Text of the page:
Uber Cruisers – Toronto
Three cheers for the tech-savvy taxi alternative that’s changing the entrepreneurial game.
Astronaut, doctor and teacher are just a few of the careers you likely scribbled onto your ‘what I want to be’ assignment in first grade. Then, as you entered adulthood, you realized that all you really wanted to be when you grew up was anything that allowed you to sleep as long as you please and make it home in time for dinner.
Sure, the nine-to-five office gig is a perfectly square routine, and working the late shift is great for night owls, but can you imagine turning your job on and off at the touch of a button? This is the reality for the Uber drivers in our city. Over the past year, the tech-based ride service that allows you to order your ride with ease has been booming among drivers and customers alike.
The notable difference between Uber and a regular taxi service is the elimination of cash exchange. Prior to using the service, Uber customers must complete a detailed profile on the app and file a method of payment. Rates are predetermined based on distance and time, and accepted by the rider in advance. According to Uber, drivers make an average of $23 per hour.
Many would argue that the most important difference is Uber’s increased security precautions. Uber appears to be a much more commendable service for both drivers and customers because everything is documented, leaving digital breadcrumbs and holding all parties accountable for their actions.
UberX drivers in Toronto provide more than 500,000 rides each month
“It’s a more personal level of service,” says driver Marcelo Paredes. It felt like fate stepping into Paredes’s Uber — initially undercover for City Life. Noticeably nervous and eager to please his passengers, Paredes made light conversation and started on his way to my destination – he tells me that it was his first week driving. “So far I have all seven ratings of five stars,” he says, “I don’t know if that’s normal but I’m excited.” Because Uber drivers work as independent contractors on a rating system, it holds them accountable to a standard of safety, cleanliness and respect — dip below a 4.7 and you’re at risk of deactivation.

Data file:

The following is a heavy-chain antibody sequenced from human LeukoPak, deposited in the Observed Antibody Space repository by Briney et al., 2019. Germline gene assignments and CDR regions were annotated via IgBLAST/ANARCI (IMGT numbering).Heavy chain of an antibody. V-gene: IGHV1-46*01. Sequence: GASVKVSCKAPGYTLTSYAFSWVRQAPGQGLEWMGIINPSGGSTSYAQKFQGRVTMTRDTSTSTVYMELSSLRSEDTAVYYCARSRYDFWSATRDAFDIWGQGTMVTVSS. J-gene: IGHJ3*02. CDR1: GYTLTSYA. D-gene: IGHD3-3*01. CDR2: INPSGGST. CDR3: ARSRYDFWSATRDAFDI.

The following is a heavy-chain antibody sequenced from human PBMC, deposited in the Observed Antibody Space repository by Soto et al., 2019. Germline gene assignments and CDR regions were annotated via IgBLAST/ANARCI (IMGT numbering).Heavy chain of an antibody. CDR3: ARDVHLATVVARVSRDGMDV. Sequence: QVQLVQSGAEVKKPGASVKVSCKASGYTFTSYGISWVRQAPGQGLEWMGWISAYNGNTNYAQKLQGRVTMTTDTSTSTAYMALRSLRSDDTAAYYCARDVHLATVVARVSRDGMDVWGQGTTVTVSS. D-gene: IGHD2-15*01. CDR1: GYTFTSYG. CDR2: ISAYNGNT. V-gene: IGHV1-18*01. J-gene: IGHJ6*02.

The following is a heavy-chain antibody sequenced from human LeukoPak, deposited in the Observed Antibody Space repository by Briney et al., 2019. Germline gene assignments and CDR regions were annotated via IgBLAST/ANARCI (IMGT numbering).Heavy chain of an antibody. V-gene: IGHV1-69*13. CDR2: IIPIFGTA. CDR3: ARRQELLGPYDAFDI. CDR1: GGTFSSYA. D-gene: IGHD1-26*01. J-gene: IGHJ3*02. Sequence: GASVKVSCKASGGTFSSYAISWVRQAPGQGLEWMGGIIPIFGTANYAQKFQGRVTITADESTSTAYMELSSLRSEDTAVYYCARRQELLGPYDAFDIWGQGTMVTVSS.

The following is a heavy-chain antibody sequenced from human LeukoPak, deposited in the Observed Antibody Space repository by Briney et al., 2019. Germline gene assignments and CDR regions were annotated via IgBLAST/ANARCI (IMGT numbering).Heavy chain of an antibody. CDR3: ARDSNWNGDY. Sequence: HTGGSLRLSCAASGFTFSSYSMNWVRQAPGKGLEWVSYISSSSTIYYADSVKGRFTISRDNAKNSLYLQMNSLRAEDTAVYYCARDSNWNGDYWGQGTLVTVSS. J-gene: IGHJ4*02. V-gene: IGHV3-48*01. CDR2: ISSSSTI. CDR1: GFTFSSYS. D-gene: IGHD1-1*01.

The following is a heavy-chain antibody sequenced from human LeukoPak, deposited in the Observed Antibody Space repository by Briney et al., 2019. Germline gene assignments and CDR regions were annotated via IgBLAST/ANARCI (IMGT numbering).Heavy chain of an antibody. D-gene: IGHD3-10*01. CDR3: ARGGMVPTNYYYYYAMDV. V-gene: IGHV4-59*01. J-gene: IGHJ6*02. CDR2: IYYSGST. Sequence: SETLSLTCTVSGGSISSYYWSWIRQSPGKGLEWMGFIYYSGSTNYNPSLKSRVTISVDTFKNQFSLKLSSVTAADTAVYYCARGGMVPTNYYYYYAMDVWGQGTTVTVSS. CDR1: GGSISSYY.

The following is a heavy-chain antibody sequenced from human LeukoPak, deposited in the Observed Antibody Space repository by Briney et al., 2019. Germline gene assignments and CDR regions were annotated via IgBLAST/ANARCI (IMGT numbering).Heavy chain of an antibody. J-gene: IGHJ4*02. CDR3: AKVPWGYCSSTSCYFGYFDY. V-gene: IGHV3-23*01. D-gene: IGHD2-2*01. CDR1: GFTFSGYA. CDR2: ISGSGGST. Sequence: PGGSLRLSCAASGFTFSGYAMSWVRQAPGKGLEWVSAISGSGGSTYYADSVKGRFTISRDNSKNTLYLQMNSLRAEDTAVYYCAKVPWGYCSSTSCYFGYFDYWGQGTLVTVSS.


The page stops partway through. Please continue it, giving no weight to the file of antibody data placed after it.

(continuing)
Paredes has a background in accounting and IT, and is currently working for a large postal service. He tells me that he’s taken a couple weeks off his job to give Uber a try, and even bought a brand new car for the adventure. “I’m not holding back. I’m giving this 100 per cent,” says a hopeful Paredes.
What does he love most about driving for Uber? “Well, I’ve been aiming to start around 10 a.m.,” he says. “If I’m my own boss, I’m not going to have anybody bossing me around, so my day is going to start at 10.”
This kind of flexible schedule is what has kept single mom Laura-Lynn Levesque driving for Uber for over a year now. The ability to plan her day around her children’s school hours and extracurriculars is a luxury she simply didn’t have with her previous job in the hospitality industry.
“I meet a lot of people from different industries and all walks of life. I love it” – Laura-Lynn Levesque, Uber driver